Unfortunate Events 

Recently during a breakup of a relationship, I have found myself frequently under pressure from my xspouse to “own” something either literally and/or emotionally.
For example, my xhusband wishes for me to literally own our car even though I feel it’s only partly my responsibility. I have also been emotionally directed (blackmailed) towards owning a fair share of the reason for the breakup. 
In some cases, I don’t feel that the issue at hand is my problem to own. I am often left feeling frustrated and confused as to the lack of apparent inequity, clarity and inability to concede on the other side. 

I am happy to own my property and problems and for him to own his. 

It’s very hard to allow someone you love to own something they don’t want. This is human nature because we care, concede, accommodate, especially when the other person is perceived as emotionally weaker than us. The cost to me in owning something I don’t want seems less than the fall out involved in insisting that they own it. For example, to make a big issue out the car would (in my mind) have created more hassle and bad feeling for me than the inconvenience of paying $100 per week for the fucking thing. 

It’s a fine line though because taking on (owning) stuff that I see as foreign (or at least not mine) might lead to resentment. When someone else realises you are a pushover with great capacity for taking on all their spare mind furniture, you might find all their crap simply gets dumper-trucked onto you. 

My guess is that people that react badly to having to concede to someone else are those that feel guilty at pushing out their own shit. For example I have a friend on FB that is always screaming with the injustice of the latest builder, tradesman, estate agent that ripped her off or expects her agreement to something apparently unreasonable. My point is that you are what you eat. Which is to say you likely feel, in response to how you behave. If you are a dumper truck driver of emotional issues onto someone else, at some level you know that, and then subconsciously, you likely suspect others are doing it to you. Outrage follows. 

Recently, a person I don’t like very much has attempted to use emotional blackmail (as I see it) to get me to own something that I don’t think is my problem. I expect the situation is quite distressing for her, because her behaviour is odd and irritating and far from zen. She has hit an area in me that I am currently sensitive about, because I feel that my xhusband is already pushing me to concede on things, and at least I love him. With her, under similar circumstances she is just making me feel angry.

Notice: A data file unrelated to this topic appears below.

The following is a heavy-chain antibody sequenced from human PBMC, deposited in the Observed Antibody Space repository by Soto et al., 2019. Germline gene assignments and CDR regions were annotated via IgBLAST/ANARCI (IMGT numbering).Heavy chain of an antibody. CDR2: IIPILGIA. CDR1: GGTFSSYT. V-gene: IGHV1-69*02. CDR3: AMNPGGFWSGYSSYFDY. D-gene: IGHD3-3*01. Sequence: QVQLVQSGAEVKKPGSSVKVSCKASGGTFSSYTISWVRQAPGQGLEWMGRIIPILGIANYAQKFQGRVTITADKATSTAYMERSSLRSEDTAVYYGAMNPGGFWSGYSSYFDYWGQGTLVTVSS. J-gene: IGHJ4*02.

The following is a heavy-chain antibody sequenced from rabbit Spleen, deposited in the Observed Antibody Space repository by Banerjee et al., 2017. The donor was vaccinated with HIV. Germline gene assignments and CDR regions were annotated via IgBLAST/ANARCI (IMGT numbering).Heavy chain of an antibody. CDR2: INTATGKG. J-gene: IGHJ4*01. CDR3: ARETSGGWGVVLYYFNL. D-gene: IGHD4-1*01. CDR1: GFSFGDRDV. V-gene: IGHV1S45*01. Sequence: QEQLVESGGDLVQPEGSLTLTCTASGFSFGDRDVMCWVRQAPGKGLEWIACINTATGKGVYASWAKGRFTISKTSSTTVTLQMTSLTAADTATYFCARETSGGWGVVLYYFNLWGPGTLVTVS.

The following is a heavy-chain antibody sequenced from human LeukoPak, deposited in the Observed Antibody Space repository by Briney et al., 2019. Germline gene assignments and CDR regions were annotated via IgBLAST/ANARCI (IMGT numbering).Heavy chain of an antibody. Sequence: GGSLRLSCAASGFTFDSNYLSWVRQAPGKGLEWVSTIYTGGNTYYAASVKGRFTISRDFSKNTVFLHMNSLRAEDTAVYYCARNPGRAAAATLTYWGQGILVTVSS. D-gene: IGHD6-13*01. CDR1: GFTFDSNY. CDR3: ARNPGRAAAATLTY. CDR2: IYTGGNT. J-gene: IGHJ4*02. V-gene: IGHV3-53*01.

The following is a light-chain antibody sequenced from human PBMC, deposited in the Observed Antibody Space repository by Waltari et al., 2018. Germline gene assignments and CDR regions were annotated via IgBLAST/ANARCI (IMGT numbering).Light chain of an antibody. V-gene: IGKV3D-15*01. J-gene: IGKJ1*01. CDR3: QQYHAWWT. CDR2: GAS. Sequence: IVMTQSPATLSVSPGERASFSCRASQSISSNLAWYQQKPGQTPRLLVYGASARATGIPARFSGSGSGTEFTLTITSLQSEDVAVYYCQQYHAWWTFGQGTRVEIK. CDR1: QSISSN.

It’s a chance for me to observe the situation under new conditions. And ask myself is my resistance to conceding an indicator that I myself and pushing off ownership of my own issues to others? I struggle like everyone else to be self-fulfilled and emotionally independent. I have needs and I want other people to help me meet them. Am I more guilty than I thought. 

It strikes me (as an aside) that owning something comes down to perception. What I mean is whether something is really “yours” or foreign is a matter of opinion. I know I own these jeans because I paid for them, but do I own a bike someone picked up in hard rubbish and shares amongst his friends but with an emphasis on it being “mine” – I don’t feel so. I mean I don’t “feel” like I own it, because of the circumstances. But he might feel i do, or another person might when questioned. Another example is my bedroom furniture at home; my husband and I bought it together so it’s actually not wholly legally mine, but I chose it and I wanted it and now it’s just left with me and somehow that is my ownership of it. It’s perception. It just happens to be shared because I suspect if I asked him he would agree that it’s mine notwithstanding other things. 

Curiously, as humans we know ownership is important and so we undertake rituals to establish it. For example, a gift is given ceremoniously. The ownership transferred in that way. I’m sure there are other examples. 

Not surprisingly, emotional ownership which is intangible is all over the place. Actually after typing lots more very long paragraphs, I have decided that emotionally you only ever own your own feelings. End of story. Any concessions there are done through weakness or kindness. 

So emotionally, she has to own the problem – turning back to the situation at hand. The only thing left is whether I have any responsibility or whether I feel kind. Given that she drove into my stationary car, I conclude nope no responsibility. And kindness? I feel a desire to help her, make the problem go away, not piss her off. I own this emotionally. But actually, I don’t feel like I want to be kind. This comes from a subconscious detection that she would not be similarly kind to me. 

Turning away from kindness, I am left with good faith. Do I want to make a good faith payment? Yes I do. This has something to do with it being a small cost to me for something that is an apparently ginormous issue for a slightly mad and odd person. Given that the theme is $100 per week, I think I will make a good faith payment of $100. This seems like a reasonable outcome. Then she can fuck off. 

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